Could A Dog-Friendly Office Help Your Business Thrive?

Tiffany Boyes - Tuesday, June 19, 2018


Could A Dog-Friendly Office Help Your Business Thrive?


  …read more


Should Employees Get Time Off For Tying The Knot?

Tiffany Boyes - Tuesday, June 12, 2018

Should Employees Get Time Off For Tying The Knot?   …read more


Stop Burying Your Head In The Sand And Embrace The Freelance Talent Pool

Tiffany Boyes - Tuesday, June 05, 2018

Stop Burying Your Head In The Sand And Embrace The Freelance Talent Pool


If you’re running a business, then it’s pretty much impossible for you to ignore the conversations that have been growing louder and more frequent in recent months and years surrounding freelancing and the gig economy. There’s an increasing pool of flexible talent available to you, and you already know the benefits.

But the conversation is one that seems to swing between two different extremes, and there may well be one camp that you’ve firmly attached yourself to. Of course, there are the tales of businesses who are openly and very unethically using the changing tide to their advantage, while exploiting workers and ruthlessly tapping into loopholes in the law. We are, at the end of the day, HR consultants. So we take a pretty strong stance against any such practices. We might be passionate about helping businesses to grow, but never at the expense of ethical working practices.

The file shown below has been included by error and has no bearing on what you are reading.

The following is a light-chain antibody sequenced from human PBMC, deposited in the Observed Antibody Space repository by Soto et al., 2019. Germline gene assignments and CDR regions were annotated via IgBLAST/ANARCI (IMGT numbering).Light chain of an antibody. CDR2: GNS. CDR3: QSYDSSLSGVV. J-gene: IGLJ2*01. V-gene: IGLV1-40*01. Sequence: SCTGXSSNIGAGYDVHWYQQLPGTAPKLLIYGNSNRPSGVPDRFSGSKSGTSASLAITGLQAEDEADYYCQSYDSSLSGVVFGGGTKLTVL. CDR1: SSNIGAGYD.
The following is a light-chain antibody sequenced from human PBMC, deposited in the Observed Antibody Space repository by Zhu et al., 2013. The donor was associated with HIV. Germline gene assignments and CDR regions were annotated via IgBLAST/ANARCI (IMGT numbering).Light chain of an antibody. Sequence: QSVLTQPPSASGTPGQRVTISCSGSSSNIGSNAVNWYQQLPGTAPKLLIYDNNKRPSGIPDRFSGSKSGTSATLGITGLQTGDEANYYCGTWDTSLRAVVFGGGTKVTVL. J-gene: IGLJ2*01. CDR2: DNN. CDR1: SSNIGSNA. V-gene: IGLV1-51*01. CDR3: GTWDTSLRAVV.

There’s another extreme though, that’s perhaps lesser discussed – and that’s refusing to really appreciate that freelancing is the future. There’s a small but not insignificant proportion of employers who secretly think that it’s all just a fad or a passing trend. They’re too attached to their longstanding recruiting practices to start looking towards something different. They’ve got no desire to consider a more agile talent strategy, and they’re not prepared to rethink how their workflow is handled.